The first major inaccuracy in this film was the creation of the character Buster Kilrain, Colonel Chamberlain’s spunky, Irish aide-to-camp.[1]Author Michael Shaara hinted that this was his way of including himself in the story; however Kilrain is not a real person and this is not made clear during the movie, especially when he is the only main character in the film who is fictional.[2]

Colonel Chamberlain (Jeff Daniels) and Buster Kilrain (Kevin Conway) discuss the arrival of a runaway slave to their camp, Gettysburg (1993)

Many characters in the film interact that would never have come into contact during the actual conflict. For example, it is Thomas Chamberlain who speaks with a dying Lewis Armistead after Pickett’s Charge; this is obviously done for simplification, but it is important to note where lines are blurred to maintain the narrative and mood of the film.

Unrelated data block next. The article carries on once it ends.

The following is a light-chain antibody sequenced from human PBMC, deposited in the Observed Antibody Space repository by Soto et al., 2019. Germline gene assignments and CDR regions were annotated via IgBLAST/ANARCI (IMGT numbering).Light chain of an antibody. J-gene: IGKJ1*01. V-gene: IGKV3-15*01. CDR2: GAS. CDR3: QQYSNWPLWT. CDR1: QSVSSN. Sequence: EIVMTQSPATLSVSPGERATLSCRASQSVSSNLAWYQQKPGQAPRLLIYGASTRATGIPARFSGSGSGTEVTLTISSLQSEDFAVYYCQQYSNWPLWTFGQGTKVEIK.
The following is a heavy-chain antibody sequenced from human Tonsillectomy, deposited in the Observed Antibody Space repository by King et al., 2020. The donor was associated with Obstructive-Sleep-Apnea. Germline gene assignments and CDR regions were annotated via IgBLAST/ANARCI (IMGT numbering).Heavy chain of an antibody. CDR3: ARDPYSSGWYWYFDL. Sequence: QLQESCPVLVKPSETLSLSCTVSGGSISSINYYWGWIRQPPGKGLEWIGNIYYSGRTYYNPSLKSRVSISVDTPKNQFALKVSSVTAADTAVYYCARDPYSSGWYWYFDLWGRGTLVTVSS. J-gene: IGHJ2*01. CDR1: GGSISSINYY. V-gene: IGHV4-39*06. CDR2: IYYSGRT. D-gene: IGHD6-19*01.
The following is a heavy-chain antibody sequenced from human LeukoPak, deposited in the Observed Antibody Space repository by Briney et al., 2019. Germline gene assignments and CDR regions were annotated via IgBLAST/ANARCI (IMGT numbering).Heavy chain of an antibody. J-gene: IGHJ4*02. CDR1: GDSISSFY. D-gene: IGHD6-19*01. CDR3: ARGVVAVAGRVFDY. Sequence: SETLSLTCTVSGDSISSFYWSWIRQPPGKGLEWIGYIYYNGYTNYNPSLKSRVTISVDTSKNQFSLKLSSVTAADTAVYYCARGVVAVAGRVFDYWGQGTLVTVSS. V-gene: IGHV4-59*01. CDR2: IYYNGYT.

Tom Chamberlain (C. Thomas Howell) speaks with a dying Lewis Armistead (Richard Jordan) after Pickett’s Charge, Gettysburg (1993)

There are other minor inaccuracies with chronology and tiny details that, overall, do not impact the film or the viewer’s understanding of the events. The film was well-researched, and many historians were involved in its production. The main issues with this film lies in its interpretation, not in miniscule anachronisms.

[1] Thomas A. Desjardin and NetLibrary, Inc., These Honored Dead: How the Story of Gettysburg Shaped American Memory (Cambridge, MA: Da Capo Press, 2003), 179.

[2] Ibid.